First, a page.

The GSG, for short, is one of the reasons so many people look down on horror. Far too many characters in the genre are so beyond thin that if you turned them sideways, they would disappear. When I write scripts, I always make sure to buy into my characters instead of buying a GSG, giving them individual traits even if they’re in a formula-type film. In DEADTENTION, my jock was a closeted gay who became a zombie, and the coach was eating a meatball hero while running a gym class. I defy you to find another horror film based in a high school with that combo.
In Its Own Universe™— See that chunk of land over there? That’s left field. Some flicks go so far beyond left field, then take a rocket off the planet and establish themselves as their own territory. These flicks go way past existing in a world of their own. They have their own universe. Give a flick such as TERROR VISION a look, and you’ll understand exactly what I mean.
verve— When a flick has an energy to it, and is humming along with an enthusiasm, it’s got verve. I fell into using this word early on in my reviews. I like it, so it stuck.
“I couldn’t make this stuff up if I tried, folks”— A vampire dog has a flashback. A character’s life depends on him wearing holy earplugs. Text on a screen flashes the film forward and says it’s “Next Semester…Yesterday.” You come across this in a review, and you may think I’m screwing with you. But I’m just not that imaginative.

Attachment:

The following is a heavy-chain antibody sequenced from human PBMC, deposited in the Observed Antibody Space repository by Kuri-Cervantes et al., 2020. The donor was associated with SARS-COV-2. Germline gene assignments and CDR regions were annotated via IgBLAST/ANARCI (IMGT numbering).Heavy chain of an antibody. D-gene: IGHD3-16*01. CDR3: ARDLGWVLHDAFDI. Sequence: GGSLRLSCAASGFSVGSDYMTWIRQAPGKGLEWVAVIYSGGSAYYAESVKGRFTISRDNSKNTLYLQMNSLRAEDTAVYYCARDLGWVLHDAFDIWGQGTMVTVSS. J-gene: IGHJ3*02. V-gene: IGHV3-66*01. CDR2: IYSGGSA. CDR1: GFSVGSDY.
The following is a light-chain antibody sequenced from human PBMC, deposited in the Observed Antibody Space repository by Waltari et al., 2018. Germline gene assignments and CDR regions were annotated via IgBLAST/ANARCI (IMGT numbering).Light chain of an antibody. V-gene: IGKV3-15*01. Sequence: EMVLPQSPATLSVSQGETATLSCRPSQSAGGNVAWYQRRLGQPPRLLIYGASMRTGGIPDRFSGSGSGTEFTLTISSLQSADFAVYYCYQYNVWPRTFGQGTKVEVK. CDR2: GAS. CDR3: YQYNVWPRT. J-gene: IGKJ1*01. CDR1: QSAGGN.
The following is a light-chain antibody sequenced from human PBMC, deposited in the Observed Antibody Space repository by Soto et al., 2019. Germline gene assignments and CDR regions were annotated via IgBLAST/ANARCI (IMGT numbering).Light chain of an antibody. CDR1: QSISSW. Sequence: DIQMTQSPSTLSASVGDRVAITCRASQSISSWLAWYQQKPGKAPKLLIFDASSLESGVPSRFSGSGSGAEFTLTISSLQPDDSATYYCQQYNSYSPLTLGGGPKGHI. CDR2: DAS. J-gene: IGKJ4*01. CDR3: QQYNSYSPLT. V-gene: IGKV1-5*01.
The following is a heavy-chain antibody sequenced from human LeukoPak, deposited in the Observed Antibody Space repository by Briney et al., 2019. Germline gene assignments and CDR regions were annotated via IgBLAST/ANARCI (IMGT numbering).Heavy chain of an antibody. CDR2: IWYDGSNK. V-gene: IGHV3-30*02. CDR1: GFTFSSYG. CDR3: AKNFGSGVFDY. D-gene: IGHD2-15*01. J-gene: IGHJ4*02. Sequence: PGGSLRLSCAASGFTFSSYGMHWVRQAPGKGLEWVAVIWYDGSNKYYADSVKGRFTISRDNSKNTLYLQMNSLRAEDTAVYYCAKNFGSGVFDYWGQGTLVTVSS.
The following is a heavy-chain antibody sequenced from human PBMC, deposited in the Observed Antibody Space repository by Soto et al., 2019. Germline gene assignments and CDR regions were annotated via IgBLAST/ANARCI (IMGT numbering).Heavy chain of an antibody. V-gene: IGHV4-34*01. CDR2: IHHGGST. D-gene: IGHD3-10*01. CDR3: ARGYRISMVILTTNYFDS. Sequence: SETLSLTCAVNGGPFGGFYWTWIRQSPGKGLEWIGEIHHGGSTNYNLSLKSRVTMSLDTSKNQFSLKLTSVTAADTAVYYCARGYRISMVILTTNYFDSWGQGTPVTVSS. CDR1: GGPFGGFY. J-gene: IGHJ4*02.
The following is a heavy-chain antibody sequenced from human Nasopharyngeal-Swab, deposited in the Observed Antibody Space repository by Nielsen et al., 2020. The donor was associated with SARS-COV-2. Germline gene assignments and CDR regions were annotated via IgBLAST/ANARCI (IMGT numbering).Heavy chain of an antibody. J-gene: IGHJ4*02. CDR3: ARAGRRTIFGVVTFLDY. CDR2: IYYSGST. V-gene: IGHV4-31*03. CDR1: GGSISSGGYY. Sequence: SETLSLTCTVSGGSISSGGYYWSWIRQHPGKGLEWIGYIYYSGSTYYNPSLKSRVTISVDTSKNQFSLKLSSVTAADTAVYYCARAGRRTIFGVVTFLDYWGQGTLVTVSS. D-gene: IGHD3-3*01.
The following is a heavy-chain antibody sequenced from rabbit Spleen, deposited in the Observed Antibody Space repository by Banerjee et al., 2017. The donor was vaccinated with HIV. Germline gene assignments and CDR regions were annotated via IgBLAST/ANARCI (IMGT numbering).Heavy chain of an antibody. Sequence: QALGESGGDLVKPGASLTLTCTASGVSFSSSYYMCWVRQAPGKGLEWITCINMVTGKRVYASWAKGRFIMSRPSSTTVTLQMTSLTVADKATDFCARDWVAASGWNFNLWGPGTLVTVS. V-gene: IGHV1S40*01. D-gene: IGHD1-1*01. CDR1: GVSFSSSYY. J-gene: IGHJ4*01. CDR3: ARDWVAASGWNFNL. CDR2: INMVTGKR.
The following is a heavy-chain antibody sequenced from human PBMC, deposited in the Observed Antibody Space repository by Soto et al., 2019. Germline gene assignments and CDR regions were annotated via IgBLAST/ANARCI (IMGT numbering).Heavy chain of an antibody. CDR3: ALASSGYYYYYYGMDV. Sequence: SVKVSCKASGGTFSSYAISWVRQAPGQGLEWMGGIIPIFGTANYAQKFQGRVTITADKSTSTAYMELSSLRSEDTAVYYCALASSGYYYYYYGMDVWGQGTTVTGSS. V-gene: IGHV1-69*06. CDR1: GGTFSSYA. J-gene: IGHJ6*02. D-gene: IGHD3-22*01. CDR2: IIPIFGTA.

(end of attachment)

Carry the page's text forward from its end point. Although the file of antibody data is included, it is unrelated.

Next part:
jazzed— if I’m really excited about something, this is how I express my joy.
sweet perfection— Every so often, a horror flick executes something immaculately.
failing on all cylinders— This is the exact opposite of sweet perfection. Everything that could go wrong did exactly that.
remakebootimagining— Can we please cut out the cutesy terms and just call a remake a remake?
The Quality Equator— Any range has a center at the exact middle of its two extremes. So it is with the production of a horror film. In the high range up north, you’ll find THE OMEN. In the range well south, you’ll find THE HOWLING 3: THE MARSUPIALS. I usually refer to the Quality Equator when things fall on the southern end of the range.
The Law of Annoying Characters’ Pleasing Deaths— If you root for people to die in the real world, you’re an insensitive sadist who should be caged. But if you root for certain characters in a horror flick to die, you can still consider yourself a decent human because of this phrase: It’s only a movie.